1 in 4 Homeowners Don’t Know This Basic Fact About Their Mortgage

Confused woman at home
Photo by Antonio Guillem / Shutterstock.com

If you own a home, there’s a good chance that the associated loan payment is your largest monthly expense. So, it might surprise you to learn that 27% of homeowners don’t know their current mortgage interest rate.

That finding from a recent Bankrate survey is likely to raise eyebrows, especially at a time when mortgage rates are tumbling and millions of homeowners could save big money by refinancing their loans.

Bankrate surveyed nearly 1,400 homeowners — including about 800 currently making mortgage payments.

At the time the survey findings were released, the average interest rate on a 30-year-fixed mortgage was around 3.7%, Bankrate says.

Yet, 43% of poll respondents said they were paying 4% or more — and that doesn’t include the 27% who didn’t know their rate. According to Bankrate, these mortgage holders are potentially paying a high price.

Mark Hamrick, Bankrate senior economic analyst, says:

“With the prospective reduction in monthly payments, the savings could be better put to use including toward retirement or another worthy financial goal. Here’s where what you don’t know can hurt you, costing you money.”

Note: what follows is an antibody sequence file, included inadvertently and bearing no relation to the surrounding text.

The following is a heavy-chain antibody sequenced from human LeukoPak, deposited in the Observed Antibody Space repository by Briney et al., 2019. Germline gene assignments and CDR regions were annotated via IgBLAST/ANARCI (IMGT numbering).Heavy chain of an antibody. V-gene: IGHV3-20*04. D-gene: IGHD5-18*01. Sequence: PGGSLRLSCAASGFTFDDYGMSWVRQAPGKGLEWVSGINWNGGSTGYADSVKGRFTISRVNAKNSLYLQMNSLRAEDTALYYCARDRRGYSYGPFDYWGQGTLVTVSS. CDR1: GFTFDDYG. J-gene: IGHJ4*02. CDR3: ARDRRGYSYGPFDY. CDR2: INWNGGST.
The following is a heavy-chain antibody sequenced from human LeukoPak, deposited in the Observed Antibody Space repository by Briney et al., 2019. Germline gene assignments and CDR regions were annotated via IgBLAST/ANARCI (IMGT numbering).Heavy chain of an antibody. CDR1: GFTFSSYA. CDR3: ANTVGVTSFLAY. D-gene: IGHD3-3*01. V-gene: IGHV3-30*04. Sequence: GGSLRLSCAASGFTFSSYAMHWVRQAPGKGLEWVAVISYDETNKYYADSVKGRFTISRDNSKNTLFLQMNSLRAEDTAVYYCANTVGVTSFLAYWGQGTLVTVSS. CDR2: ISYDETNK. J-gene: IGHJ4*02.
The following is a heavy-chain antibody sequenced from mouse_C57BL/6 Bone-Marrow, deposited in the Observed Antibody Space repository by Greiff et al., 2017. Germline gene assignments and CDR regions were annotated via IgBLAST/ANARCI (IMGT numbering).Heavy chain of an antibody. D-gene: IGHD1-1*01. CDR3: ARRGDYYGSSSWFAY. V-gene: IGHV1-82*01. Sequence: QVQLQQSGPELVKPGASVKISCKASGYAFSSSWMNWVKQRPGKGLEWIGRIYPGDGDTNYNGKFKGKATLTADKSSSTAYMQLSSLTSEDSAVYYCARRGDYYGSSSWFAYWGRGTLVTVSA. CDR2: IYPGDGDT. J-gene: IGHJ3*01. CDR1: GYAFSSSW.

So, it’s obvious that a lot of folks should consider refinancing — potentially about 7.8 million homeowners, according to Bankrate, which cites data from data and analytics firm Black Knight.

However, if you don’t know your current mortgage rate, you probably aren’t aware of the opportunity you are missing.

Should you refinance your mortgage?

Even though rates are tumbling, not everyone is a good candidate for getting a new home loan.

As we have noted in the past, there are situations in which a mortgage refinance might not make sense, even if you could potentially get a lower rate. As we reported in “How to Refinance Your Home Loan“:

“Refinancing to a lower rate lowers a monthly mortgage payment. But it only makes sense if the month-to-month savings exceed the cost of refinancing. In short, don’t do it unless you’ll stay in the home until you’ve saved more from the lower rate than you paid in refinancing fees.”

In addition, some households may have a difficult time qualifying for a new home loan. You can learn more about this problem from Money Talks News founder Stacy Johnson by checking out “Why Can’t I Refinance My Home?

If you do the math and find that you are a good candidate for refinancing — and you think you will qualify for a loan — check out Money Talks News’ Solutions Center. There, you can search for the best mortgage rates that are available where you live.

Have you refinanced your mortgage lately? Tell us why you took the plunge in comments below or on our Facebook page.

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